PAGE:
After the Nigerian government's announcement that it had reached a ceasefire with terror group Boko Haram last October, several states in the country have witnessed a rise in terror attacks carried out by the Islamist group.
Boko Haram, which is translated from Hausa language as "education is forbidden", fights against Western influence in Nigeria and aims to impose its version of Sharia law in the country.
The group declared an Islamic caliphate in Gwoza, along the Cameroon border in August 2014 and has been raiding several cities in the north and centre of the country in a bid to take control of more land.
As a result, thousands of civilians have been killed in the attacks and at least three states, Adamawa, Borno and Yobe, have been under a state of emergency since May 2013, due to the increasing violence.
In one of the latest raids, thousand of civilians were killed while the insurgents torched 16 towns in Borno.
Baga town, about 1,030km from the capital Maiduguri, was one of the places that most bore the brunt of the attacks as it is feared at least 2,000 people, including women and children, were killed. The attacked was dubbed as "possible the deadliest" carried out by the terrorists.
Only a few days after the mass killing, a 10-year-old girl was forced to carry out a suicide attack in Maiduguri killing 16 people.
Ignatius Kaigama, a Roman Catholic Archbishop in Jos, central Nigeria, urged the Western media to document Boko Haram's attacks and added Nigeria deserves the same attention as Paris, referring to the case of French satirical magazine Charlie Hebdo, the target of an attack that left 12 people dead at the start of January.
"I see the very positive response of the French government tackling this issue of religious violence after the killing of their citizens," he said during an interview with the BBC.
"We need that spirit to be spread around, not just when it happens in Europe, [but] when it happens in Nigeria, in Niger, Cameroon and many poor countries, that we mobilise our international resources to confront the people who bring such sadness to many families."
Many have argued Western media focused reports on the Charlie Hebdo case without giving enough attention to what was happening in Nigeria.
According to Norman Amidu, international analyst and senior consultant at iecoAfrica, Western countries do not want to get involved with Nigerian "internal political issues".
"The issues in Nigeria are complex," he told IBTimes UK. "Foreign countries do not want to be involved and they are cautious on what they say about Nigeria.
"They also think that their involvement will be fruitless. For example last year, with the case of the kidnapped Chibok girls, many countries got involved and also put some capital to help in the search of the girls but the issue was not resolved."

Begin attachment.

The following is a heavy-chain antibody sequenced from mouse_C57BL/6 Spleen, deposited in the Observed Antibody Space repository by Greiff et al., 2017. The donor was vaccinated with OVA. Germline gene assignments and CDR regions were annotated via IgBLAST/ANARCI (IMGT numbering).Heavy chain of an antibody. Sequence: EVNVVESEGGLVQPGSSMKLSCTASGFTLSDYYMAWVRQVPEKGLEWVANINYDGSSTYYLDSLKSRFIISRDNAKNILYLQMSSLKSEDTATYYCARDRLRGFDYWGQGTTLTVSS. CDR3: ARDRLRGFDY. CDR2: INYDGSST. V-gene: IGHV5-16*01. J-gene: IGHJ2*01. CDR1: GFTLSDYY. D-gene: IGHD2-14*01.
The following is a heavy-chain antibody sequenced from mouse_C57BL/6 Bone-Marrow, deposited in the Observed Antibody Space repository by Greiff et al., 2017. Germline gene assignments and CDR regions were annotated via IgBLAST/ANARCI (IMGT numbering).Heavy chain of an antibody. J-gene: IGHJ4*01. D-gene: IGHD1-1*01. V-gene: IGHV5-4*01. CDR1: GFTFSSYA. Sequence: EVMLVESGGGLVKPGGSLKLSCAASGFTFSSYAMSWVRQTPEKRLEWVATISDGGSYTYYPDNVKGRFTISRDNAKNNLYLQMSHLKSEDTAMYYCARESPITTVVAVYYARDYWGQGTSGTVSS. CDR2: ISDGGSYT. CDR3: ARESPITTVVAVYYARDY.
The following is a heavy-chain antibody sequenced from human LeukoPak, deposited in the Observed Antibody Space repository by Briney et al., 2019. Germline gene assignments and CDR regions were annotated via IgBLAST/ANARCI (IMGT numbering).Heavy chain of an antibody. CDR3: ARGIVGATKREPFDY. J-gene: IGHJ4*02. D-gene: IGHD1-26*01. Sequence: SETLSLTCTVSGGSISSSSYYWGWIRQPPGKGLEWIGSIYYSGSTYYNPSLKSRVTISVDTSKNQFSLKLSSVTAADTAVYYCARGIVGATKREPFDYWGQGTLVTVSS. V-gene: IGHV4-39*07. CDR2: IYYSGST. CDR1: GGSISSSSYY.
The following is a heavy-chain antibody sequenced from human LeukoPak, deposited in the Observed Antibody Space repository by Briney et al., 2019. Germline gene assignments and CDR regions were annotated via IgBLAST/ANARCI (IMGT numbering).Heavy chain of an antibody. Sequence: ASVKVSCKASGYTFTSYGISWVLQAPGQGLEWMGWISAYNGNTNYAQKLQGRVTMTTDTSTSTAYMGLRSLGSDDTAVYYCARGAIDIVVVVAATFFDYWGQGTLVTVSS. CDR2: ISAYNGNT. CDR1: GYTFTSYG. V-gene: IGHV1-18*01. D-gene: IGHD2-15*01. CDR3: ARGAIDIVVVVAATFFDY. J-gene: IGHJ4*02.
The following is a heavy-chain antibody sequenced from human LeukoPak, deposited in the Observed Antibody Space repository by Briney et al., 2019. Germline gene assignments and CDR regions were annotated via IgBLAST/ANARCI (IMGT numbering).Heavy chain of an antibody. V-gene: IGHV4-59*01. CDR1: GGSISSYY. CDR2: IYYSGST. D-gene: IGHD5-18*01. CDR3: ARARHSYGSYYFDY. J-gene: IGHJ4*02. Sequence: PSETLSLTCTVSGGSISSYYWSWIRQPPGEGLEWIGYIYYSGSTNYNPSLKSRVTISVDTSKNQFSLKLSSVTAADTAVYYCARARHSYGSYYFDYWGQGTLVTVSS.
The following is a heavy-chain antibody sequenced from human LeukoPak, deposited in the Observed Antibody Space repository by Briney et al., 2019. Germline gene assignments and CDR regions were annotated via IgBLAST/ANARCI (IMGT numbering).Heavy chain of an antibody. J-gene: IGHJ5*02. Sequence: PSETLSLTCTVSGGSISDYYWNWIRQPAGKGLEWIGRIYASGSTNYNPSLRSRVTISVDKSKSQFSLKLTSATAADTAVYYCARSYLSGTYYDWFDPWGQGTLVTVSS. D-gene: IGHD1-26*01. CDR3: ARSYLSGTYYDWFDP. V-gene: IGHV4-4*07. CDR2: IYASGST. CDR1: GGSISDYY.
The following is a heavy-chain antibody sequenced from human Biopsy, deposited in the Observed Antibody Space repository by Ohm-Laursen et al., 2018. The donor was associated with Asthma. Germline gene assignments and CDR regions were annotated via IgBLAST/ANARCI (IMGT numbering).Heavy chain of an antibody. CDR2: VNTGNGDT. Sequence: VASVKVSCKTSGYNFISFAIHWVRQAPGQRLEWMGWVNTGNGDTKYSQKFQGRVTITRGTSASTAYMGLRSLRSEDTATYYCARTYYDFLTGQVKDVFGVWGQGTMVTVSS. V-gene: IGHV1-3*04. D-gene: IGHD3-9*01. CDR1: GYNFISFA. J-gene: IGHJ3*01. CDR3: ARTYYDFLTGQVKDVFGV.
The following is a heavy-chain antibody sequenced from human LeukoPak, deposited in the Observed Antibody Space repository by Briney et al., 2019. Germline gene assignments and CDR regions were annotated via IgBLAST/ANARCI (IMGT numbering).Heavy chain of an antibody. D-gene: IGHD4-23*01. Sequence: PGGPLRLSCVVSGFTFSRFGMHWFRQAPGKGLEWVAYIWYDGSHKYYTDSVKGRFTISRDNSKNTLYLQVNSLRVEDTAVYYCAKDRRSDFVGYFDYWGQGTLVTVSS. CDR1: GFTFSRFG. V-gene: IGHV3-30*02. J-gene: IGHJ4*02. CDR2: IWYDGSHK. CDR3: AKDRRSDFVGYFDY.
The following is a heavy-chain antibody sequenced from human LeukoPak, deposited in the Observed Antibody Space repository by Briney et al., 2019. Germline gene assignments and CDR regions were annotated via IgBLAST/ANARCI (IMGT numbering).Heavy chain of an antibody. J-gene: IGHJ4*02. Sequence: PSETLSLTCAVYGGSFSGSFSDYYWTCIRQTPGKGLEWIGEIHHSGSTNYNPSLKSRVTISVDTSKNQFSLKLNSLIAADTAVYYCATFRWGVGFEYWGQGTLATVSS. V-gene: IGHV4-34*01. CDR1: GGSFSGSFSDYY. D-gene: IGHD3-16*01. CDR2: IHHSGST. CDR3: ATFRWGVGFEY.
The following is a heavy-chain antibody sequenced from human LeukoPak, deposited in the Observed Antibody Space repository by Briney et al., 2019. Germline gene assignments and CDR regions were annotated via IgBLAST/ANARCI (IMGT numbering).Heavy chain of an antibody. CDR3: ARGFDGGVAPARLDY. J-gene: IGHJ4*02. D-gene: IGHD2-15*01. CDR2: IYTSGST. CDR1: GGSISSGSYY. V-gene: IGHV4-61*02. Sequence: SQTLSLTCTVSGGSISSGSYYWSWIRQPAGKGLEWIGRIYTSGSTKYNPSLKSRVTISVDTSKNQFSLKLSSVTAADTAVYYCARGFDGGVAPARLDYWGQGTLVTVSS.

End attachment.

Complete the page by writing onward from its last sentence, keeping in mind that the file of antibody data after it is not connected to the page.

Amidu referred to the case of some 220 girls who were kidnapped by Boko Haram last April. It prompted public outcry in many Western countries with prominent politicians and public figures taking part in the social media campaign #BringBackOurGirls to raise awareness of the issue.
Countries including Britain, France and the US also sent troops to help the Nigerian army in the search.
He said: "Western countries think that by talking about Nigerian issues nothing change and they prefer diplomatic channels more than political channels."
Amidu also said Boko Haram has been used as a tool by people who are not happy with Goodluck Jonathan, the Nigerian president.
"We need to consider two factors when we talk about Boko Haram: First there is the undeniable Islamic fundamentalism that is growing in the country. But there is also a political factor," he explained. "There is a belief that there are some people behind Boko Haram and they use the group's insurgence to promote their agenda: they are unhappy with Jonathan and therefore they use terrorism to urge the president to step down so that a president from the north can be elected."
Many have also accused Jonathan of doing very little to halt Boko Haram's insurgence. However, according to Amidu, the Nigerian president "is doing whatever he can, but the problem is that soldiers are not able to counterattack Boko Haram".
He said: "Moreover, the military exacerbate the problem of instability in the country as people are often abducted, tortured and even killed by army members."
Amidu's comments on the Nigerian military came a few months after reports emerged that the army refused to be deployed in areas held by Boko Haram.
Last August, Amnesty International released a footage warning the army was beheading suspected members of the terror group and dumping their bodies in a mass grave.